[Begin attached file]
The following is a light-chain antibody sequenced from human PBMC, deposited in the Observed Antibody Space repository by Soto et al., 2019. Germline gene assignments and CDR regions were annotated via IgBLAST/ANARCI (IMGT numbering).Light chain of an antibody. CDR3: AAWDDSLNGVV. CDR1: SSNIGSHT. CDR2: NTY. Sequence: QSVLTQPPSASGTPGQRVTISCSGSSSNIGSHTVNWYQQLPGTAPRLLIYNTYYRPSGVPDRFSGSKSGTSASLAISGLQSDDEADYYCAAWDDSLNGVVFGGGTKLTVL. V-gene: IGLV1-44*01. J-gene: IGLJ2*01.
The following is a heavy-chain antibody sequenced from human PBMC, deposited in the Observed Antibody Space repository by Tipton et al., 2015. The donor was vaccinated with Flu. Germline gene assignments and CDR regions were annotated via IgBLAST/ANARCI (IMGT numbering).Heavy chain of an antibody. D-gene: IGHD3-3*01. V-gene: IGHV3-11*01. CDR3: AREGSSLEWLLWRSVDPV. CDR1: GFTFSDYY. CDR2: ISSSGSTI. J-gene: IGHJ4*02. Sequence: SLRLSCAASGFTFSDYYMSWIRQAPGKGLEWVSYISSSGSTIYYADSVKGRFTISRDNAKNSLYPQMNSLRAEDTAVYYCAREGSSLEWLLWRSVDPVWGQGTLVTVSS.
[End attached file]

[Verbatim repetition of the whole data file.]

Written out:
The following is a light-chain antibody sequenced from human PBMC, deposited in the Observed Antibody Space repository by Soto et al., 2019. Germline gene assignments and CDR regions were annotated via IgBLAST/ANARCI (IMGT numbering).Light chain of an antibody. CDR3: AAWDDSLNGVV. CDR1: SSNIGSHT. CDR2: NTY. Sequence: QSVLTQPPSASGTPGQRVTISCSGSSSNIGSHTVNWYQQLPGTAPRLLIYNTYYRPSGVPDRFSGSKSGTSASLAISGLQSDDEADYYCAAWDDSLNGVVFGGGTKLTVL. V-gene: IGLV1-44*01. J-gene: IGLJ2*01.
The following is a heavy-chain antibody sequenced from human PBMC, deposited in the Observed Antibody Space repository by Tipton et al., 2015. The donor was vaccinated with Flu. Germline gene assignments and CDR regions were annotated via IgBLAST/ANARCI (IMGT numbering).Heavy chain of an antibody. D-gene: IGHD3-3*01. V-gene: IGHV3-11*01. CDR3: AREGSSLEWLLWRSVDPV. CDR1: GFTFSDYY. CDR2: ISSSGSTI. J-gene: IGHJ4*02. Sequence: SLRLSCAASGFTFSDYYMSWIRQAPGKGLEWVSYISSSGSTIYYADSVKGRFTISRDNAKNSLYPQMNSLRAEDTAVYYCAREGSSLEWLLWRSVDPVWGQGTLVTVSS.